Get on Board, Little Children
Get on board, little children, Get on board, little children,
Get on board, little children, Let's fight for human rights.
Can't you see that mob a-comin', Comin' 'round the bend.
If you fight for freedom, They'll try to do you in.
—1960s freedom song1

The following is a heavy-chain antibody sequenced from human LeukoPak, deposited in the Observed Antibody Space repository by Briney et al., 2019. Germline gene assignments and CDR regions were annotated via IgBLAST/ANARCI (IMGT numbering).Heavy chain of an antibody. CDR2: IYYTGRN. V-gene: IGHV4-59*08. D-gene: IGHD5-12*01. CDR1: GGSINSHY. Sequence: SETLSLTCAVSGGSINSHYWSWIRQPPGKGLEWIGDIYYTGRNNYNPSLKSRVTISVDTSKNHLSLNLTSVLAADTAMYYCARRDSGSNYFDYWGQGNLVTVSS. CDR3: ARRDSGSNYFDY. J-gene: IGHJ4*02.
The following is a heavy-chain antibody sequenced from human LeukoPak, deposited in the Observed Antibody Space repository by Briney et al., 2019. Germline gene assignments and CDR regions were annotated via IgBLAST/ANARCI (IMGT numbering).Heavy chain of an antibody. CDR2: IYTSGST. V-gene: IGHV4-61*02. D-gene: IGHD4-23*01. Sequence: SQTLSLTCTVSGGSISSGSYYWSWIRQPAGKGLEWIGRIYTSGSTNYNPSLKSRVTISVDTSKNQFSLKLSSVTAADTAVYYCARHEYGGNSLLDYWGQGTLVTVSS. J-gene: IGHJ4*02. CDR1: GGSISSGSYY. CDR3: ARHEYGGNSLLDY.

THE JOYOUS LATE-NIGHT RENDEZVOUS in New Orleans captured the raw emotion of the moment, but in the cold light of day on Tuesday the complex realities of the situation swept over the Freedom Riders like a dense cloud. Morning conversations among the Riders and their hosts revealed considerable confusion about the implications of what had just happened. At the home of Oretha and Doris Jean Castle—the unofficial headquarters of New Orleans CORE, where several of the Riders spent the night—there was nervous speculation about the future of the nonviolent movement in the Deep South. Even in cosmopolitan New Orleans, the political atmosphere was more threatening than anyone had expected. Within hours of the Riders' arrival, the South Louisiana White Citizens' Council asked Mayor deLesseps Morrison to "rid the community of these agitators before violence erupts." And later in the day, during a press briefing held at Xavier University (where some of the Riders were housed until a bomb threat forced an evacuation of their dormitory), Gordon Carey and Ben Cox were bombarded by questions from hostile reporters who seemed to accept the Citizens' Council's claim that CORE was "a lawless, radical group." When one reporter suggested that the violence-plagued Freedom Ride had failed, Cox countered: "It proved what we set out to prove—that American citizens cannot travel freely in the United States. Laws are on the books, but they are not being enforced." Before flying home to New York for medical care, Jim Peck tried to reassure his fellow